• Cummings Foundation purchased the former Choate Memorial Hospital site and turned it into the New Horizons of Choate senior living community in 1990.
  • Community Weeklies Inc. was founded by William S. Cummings and began publishing Woburn Advocate in 1991. The firm was bought by a division of Fidelity Investments in 1994, and Woburn Advocate is now being published by GateHouse Media.
  • Middlesex Superior Courthouse moved to TradeCenter 128 business campus in 2008.
  • The final phase of construction is completed on TradeCenter 128 business campus in 2010.
  • Woburn Police Officer John B. Maguire was killed in the line of duty while responding to an armed robbery on December 26, 2010.
  • Massachusetts Biotechnology Council awarded Woburn the platinum-level "Bio-Ready community" designation in 2011.

Groundwater contamination incident

Woburn was the scene of a high-profile water contamination crisis. During the mid to late 1970s, the local community became concerned over the high incidence of childhood leukemia and other illnesses, particularly in the Pine Street area of east Woburn. After high levels of chemical contamination were found in City of Woburn’s Wells G and H in 1979, some members of the community suspected that the unusually high incidence of leukemia, cancer, and a wide variety of other health problems were linked to the possible exposure to volatile organic chemicals in the groundwater pumped from wells G and H.

In May 1982, a number of citizens whose children had developed or died from leukemia filed a civil lawsuit against two corporations, W. R. Grace and Company and Beatrice Foods. Grace's subsidiary, Cryovac, and Beatrice were suspected of contaminating the groundwater by improperly disposing of trichloroethylene (TCE), perchloroethylene (perc or PCE) and other industrial solvents at their facilities in Woburn near wells G and H.

In a controversial decision over what many considered a bungled trial (Judge Walter Jay Skinner ruled that the jurors should answer questions that they and many others considered confusing), Beatrice was acquitted and Grace only paid $8 million, a third of which went to the lawyers and lawyer fees. A United States Environmental Protection Agency report later found Beatrice and Grace responsible for the contamination. A book titled A Civil Action was written about the case by Jonathan Harr. In 1998 the book was turned into a movie starring John Travolta and Robert Duvall, also titled A Civil Action. The film was largely filmed in nearby Bedford and Lexington, with only a few shots on location in Woburn.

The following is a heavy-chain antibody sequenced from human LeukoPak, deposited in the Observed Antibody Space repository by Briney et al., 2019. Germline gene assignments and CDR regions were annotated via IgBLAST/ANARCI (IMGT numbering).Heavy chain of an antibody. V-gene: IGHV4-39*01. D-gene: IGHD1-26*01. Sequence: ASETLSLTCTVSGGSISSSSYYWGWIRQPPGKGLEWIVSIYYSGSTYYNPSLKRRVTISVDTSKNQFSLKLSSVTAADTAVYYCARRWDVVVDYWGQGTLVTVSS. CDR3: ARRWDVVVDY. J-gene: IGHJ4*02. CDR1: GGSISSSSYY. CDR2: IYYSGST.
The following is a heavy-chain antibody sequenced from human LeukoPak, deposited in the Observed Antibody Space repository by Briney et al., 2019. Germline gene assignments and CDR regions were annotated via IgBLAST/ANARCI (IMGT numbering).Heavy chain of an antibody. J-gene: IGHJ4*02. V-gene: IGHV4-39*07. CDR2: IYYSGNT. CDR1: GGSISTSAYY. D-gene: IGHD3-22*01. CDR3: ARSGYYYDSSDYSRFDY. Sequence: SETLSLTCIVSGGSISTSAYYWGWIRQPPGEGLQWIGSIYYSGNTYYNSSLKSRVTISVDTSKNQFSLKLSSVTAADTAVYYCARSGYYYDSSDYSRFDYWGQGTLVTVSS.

Woburn is located at 42°29′4″N 71°9′7″W / 42.48444°N 71.15194°W / 42.48444; -71.15194 (42.484545, -71.152060). It is bordered by the towns of Wilmington, Reading, Stoneham, Winchester, Lexington, and Burlington.

According to the United States Census Bureau, the city has a total area of 12.9 square miles (33 km2), of which 12.7 square miles (33 km2) is land and 0.2 square miles (0.52 km2) (1.71%) is water.


Woburn features a humid continental climate, similar to those of many of the other Boston suburban areas. It features moderately cold Winters, but not usually as bad as the ones around The Great Lakes Regions or Southern Canada, or even Northern New England. Nonetheless, it features occasional 'arctic blasts' which can easily drop the temperature below zero. Spring generally starts out cool, around 45-50 degrees, often with snow still on the ground. However, it quickly begins to rapidly warm to around 75 degrees by the time Summer begins. Summers are generally warm or hot & often accompanied with humidity, though not nearly as bad as cities in The Midwest & Mid-Atlantic, and even Rhode Island. Temperatures often top in the 80s, but when an Atlantic low comes, temperatures may fail to rise out of the 60s. High pressure from The Gulf of Mexico, occasionally brings much hotter conditions with temperatures sometimes topping near 100, though this is fairly rare and only happens so often. Falls are generally crisp, but start out warm with temperature highs around 70 & lows around 50. Quickly things cool, and it feels & looks like Winter with temperatures around 40 usually towards the end. Like most of the region, the temperature changes very frequently, so if you visit, then plan to bring a mix of both warm & cold clothes to the region.